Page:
How to Use Medicare
Many aspects of the Medicare system work in a similar way to the health insurance plans you may be used to. But with Medicare Parts A & B (Original Medicare) and Part D (drug plans), there are some differences you should keep in mind. Read on for details on getting the most out of the healthcare you receive from Medicare.
To keep your costs down, it is important to make sure your providers and healthcare facilities take Medicare. If they have opted out, it may be worth it to find ones that do. Many providers that take Medicare can decide to accept assignment, meaning they’ll take the Medicare-approved amount as payment, and you’ll pay the standard 20% coinsurance. If providers do not accept assignment, they can charge an additional 15% of the Medicare-approved amount. If a provider opts out completely, you will need to pay the full cost. If you have a private Part C plan, you may need to find a provider in your network and service area. Your plan will provide you with a list of in-network providers from which to choose. With all Medicare plans, you’ll have a Welcome to Medicare exam and an annual Wellness visit.
What is the Welcome to Medicare exam?
During the first year that you have Medicare Part B, you can get a one-time exam that will give you a full review of your health. It will teach you about the preventive services you need to stay well, like certain screenings and shots. Your doctor can also refer you to other professionals for other healthcare.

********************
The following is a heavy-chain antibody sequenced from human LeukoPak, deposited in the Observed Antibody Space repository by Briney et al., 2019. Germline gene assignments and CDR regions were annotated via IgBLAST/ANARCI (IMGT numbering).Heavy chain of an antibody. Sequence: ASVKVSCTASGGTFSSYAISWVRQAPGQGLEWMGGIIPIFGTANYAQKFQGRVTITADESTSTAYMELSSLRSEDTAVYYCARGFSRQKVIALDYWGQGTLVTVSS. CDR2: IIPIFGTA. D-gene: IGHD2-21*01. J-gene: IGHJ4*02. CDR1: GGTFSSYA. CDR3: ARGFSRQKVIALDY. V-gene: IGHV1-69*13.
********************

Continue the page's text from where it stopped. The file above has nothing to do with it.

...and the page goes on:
During the exam, your doctor will record your medical history and check your blood pressure, weight and height. Your doctor may give you a vision test and make sure that your shots are up to date.
He or she may order further tests if you need them. Your doctor will tell you how to prevent disease, improve your health or stay well. You also will get a written plan when you leave. This checklist will let you know which screenings you should get. What is the annual Wellness visit?
After your Welcome to Medicare exam, you can get an Annual Wellness Visit (AWV) every 12 months. The AWV includes a review of your current health, medical needs and with your help, create a yearly prevention plan customized just for you. An AWV may be completed by a physician, a non-physician practitioner (physician assistant, nurse practitioner or certified clinical nurse specialist); or Medical professional (including a health educator, registered dietitian, nutrition professional, or other licensed practitioner) or a team of such medical professionals who are working under the direct supervision of a physician (doctor of medicine or osteopathy).
Your doctor will take routine measurements, including weight, height and blood pressure. Your doctor will also update your screening schedule and again review your health and mental status based on your current health needs.
Getting your prescriptions:
First, find out when your plan becomes effective. Find your plan’s formulary and pharmacy network. Work out any issues with prescription coverage:
- Getting drugs that are not on the formulary
- Switching to generics to save money
- Appealing decisions regarding coverage